Carpal Tunnel Syndrome — Risk Factors and Treatment Options

//Carpal Tunnel Syndrome — Risk Factors and Treatment Options

Carpal Tunnel Syndrome — Risk Factors and Treatment Options

By |2019-11-18T13:47:26+00:00November 20th, 2019|Blog|

Carpal Tunnel Syndrome is a common condition that occurs among people who have jobs that involve a lot of typing and repetitive hand strokes.

It involves the inflammation of the median nerve that is in the wrist or the carpal tunnel.

The syndrome develops when the nerve is squeezed or pressed excessively, causing it to become irritated.

People who have medical conditions such as arthritis, diabetes, trauma, or pregnancy are also at greater risk of developing carpal tunnel syndrome.

Carpal Tunnel Syndrome Symptoms

The first signs of carpal tunnel syndrome involve numbness or tingling in the median nerve that resides in the wrist, extending all the way to the thumb, middle, and index fingers.

These fingers are usually the first ones that show signs of CTS. The little finger doesn’t show any signs, which is a good indicator for identifying signs of CTS. In severe cases, the feeling is accompanied by pain and weakness in the fingers and hand, which sometimes extends to the arm and the elbow.

Major Risk Factors for CTS

While health conditions such as arthritis and osteoporosis definitely increase the risk of developing CTS, other factors include:

  • Performing repetitive hand motions
  • A small carpal tunnel
  • Metabolic disorders that target the nerves of the body, increasing the risk of compression
  • Wrist fractures and dislocations
  • Occupational factors such as excessive usage of keyboards, working at an assembly line, and other skills-based jobs

Treatment Options:

Once carpal tunnel syndrome is diagnosed, the sooner you start treatment, the better your chances of preventing long-term damage. In mild cases of CTS, the problem can be treated with home remedies such as:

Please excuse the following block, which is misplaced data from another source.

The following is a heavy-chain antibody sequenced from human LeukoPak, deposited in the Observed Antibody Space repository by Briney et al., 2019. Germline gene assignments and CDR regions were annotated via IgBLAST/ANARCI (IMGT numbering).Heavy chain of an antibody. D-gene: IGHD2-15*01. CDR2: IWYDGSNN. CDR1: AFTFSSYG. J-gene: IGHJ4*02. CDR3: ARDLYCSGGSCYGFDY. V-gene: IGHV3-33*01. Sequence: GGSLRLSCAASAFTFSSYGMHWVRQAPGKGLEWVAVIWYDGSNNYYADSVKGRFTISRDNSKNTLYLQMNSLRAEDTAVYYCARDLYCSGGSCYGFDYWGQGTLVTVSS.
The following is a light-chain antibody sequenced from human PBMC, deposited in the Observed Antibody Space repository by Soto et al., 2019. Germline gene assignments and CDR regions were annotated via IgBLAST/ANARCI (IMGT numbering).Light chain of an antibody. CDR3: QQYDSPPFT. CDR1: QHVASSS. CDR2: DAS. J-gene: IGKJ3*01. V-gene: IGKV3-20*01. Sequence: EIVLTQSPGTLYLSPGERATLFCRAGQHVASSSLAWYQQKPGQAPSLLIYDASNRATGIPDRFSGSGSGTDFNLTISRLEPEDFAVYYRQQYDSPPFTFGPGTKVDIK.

• Resting the wrist and avoiding activities that cause pain and numbness
  • Icing the wrist regularly for 10 to 15 minutes multiple times a day.
  • Using non-steroidal anti-inflammatory drugs to reduce swelling and relieve pain
  • Taking the pressure off your carpal tunnel or median nerve by wearing wrist splints at night
  • Getting chiropractic treatment or acupuncture to help the flow of the blood to the nerves.

Carpal Tunnel Surgery

If home treatments and non-surgical treatments don’t relieve the pain in your wrist, a surgical option becomes necessary. The surgical procedure involves relieving pressure on the median nerve by severing a ring of tissue around the wrist.

Recovery from CTS surgery can take up to three months or longer in some cases, in case there is excessive swelling. In most cases, physiotherapy can manage the pain and speed up the recovery process.

Contact Our Specialists in Toronto!

Sports & Exercise Medicine Institute offers the services of top doctors and physiotherapists in The Greater Toronto Area. The leading sports medicine and physiotherapy clinic provides multiple non-surgical treatment options for conditions such as carpal tunnel syndrome or other musculoskeletal conditions as well as expert diagnoses.

Our full range of services includes acupuncture, physiotherapy, foot pain podiatry, shockwave therapy, massage therapy, and neck and shoulder pain treatments.

Contact us now to schedule an appointment!

About: Dr. Douglas Stoddard is a sports medicine physician and is the Medical Director of the Sports & Exercise Medicine Institute (SEMI). After receiving his medical degree from the University of Toronto, he trained in Australia at the Australian Institute of Sport in Canberra, obtaining his Master Degree in Sports Medicine. He is also a diplomat of the Canadian Academy of Sport and Exercise Medicine and has his focussed practice designation in Sport Medicine from the Ontario Medical Association. Dr. Stoddard is a consultant to the Canadian Military and has consulted with well over 30,000 unique patients in his career. Dr. Stoddard is constantly searching for new and promising therapies to help SEMI patients, and is responsible for developing the RegenerVate Medical Injection Therapy Program. He is the proud father of two boys, is an avid triathlete and occasional guitar player.

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